The government official is left speechless and disturbed by this encounter. He realizes that perhaps the young woman was right- they often do come into the community and set up projects without actually consulting with the community or even involving them in the developing of projects that are designed to address their plight. No wonder it is so difficult to accurately measure whether there has been any significant and qualitative changes in the lives of the poor, both prior to and after these projects have been established. (more…)

Dear All,

Last week, I was deeply privileged to be invited to this blog by Mine, and sure enough my expectations were way below what I read on the blog! I shared with Mine my first impressions soon after skimming through the rich experineces shared on this forum, and particularly had my attention caught by the metaphor of “craftsmanship” / “craftswomenship”.

I was lately reflecting over the metaphor of craftsmanship / craftswomanship, and for me, this brought memories of past times when we (in one of the projects using PRA techniques) were driven by techniques rather than the development issues / questions. Naively, we churned up maps, chapati diagrams, timelines and all tribes of matrices, certainly exciting and drawing mamoth crowds of communities, but certainly – at the best simply skirting around the real development issues! Thankfully, the project registered some unintended positive gains, but could have perfomed better on the scale of her objectives.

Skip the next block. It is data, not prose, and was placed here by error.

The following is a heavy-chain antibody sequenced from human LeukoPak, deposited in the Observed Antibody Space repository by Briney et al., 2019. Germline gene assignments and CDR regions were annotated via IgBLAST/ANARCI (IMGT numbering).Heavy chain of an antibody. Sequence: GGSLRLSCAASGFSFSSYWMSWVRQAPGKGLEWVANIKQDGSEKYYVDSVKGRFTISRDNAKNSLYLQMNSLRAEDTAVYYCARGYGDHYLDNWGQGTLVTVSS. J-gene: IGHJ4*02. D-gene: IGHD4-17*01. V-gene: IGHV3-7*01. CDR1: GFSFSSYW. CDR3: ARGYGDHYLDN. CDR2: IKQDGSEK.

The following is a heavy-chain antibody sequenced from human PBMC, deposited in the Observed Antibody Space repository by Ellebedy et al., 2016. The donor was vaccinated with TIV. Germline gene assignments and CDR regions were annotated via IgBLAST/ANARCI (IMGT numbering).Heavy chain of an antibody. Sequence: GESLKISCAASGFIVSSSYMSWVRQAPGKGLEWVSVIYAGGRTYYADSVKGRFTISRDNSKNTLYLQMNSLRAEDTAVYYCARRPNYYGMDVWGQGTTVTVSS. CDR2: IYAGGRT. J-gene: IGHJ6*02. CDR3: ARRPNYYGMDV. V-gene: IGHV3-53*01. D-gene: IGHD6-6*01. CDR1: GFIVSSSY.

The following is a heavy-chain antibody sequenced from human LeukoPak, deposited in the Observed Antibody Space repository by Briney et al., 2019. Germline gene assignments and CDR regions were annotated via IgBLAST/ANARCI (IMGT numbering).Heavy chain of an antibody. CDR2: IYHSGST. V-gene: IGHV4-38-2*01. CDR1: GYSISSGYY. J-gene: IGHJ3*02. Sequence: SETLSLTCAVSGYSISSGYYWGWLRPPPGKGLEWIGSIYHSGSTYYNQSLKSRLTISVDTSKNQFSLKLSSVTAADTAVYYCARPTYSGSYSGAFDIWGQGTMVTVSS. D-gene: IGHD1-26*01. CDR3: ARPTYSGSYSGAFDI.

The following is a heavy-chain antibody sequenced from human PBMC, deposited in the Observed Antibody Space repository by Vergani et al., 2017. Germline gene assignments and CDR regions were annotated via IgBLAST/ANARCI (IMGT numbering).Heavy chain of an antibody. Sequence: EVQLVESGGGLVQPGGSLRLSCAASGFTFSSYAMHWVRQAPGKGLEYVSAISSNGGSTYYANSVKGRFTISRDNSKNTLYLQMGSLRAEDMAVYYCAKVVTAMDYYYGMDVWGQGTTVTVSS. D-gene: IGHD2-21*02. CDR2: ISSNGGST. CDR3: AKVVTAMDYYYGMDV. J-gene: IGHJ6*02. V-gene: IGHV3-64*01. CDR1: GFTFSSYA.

The talk about craftsmanship also reminds me of glaring mismatches / disparities in some of the publications we have; often times, data on a particular parameter, sometimes from the same source and for the same period has outright differences…4 years ago, I juxtaposed data on adult literacy in Uganda, compiled into a leaflet (developed with reference made to “How to lie with statistics”  – click on illustration for full view)




I was baffled by these “contradictions”, and loudly posed questions about the perplection: could it be that we view the same parameter from very different planes, and hence our definition / description of the same parameter is extremely different? Is it that we are using very different sampling frames, different sample questions, generalising very different sample answers, or could the “problem” be emanating from using different statistical tools (eg median, mode, mean for average)? The latter could be partly true, graduating some of our calculations to “manipulations” to suit a particular audience for a specific request (politically, state very high literacy rates registered, but to potential funders, state much lower figures etc).

My contention will always be that as the craftsmen and craftswomen get more exposed to, and equipped with the necessary tools, that we still have the development question as our guide (to determine what combination of tools to use, and not vice versa) and that we do not use the tools for (wo)manipulating the audience… just thoughts stemming from the crafting metaphor (apologies for this digression from your focussed discussions)

On another note, I would like to believe you are already in the know about the forthcoming European Evaluation Society Conference in Lisbon – late September to early October 2008. Is there anyone on this blog planning to participate? I think it would be of interest as impact evaluation will be given thrust – with active participation of NONIE, DFID and probably 3IE… Just in case you need more information about the same (if it is not too late), I will be happy to send / share more.

Once agian, I an honoured to be a part of the “family” of this blog, and as earlier mentioned to Mine, would be certainly one on the learning curve, always gleaning a learning from the rich experiences that you all have.

Great many thanks and kind regards

 Simon Kisira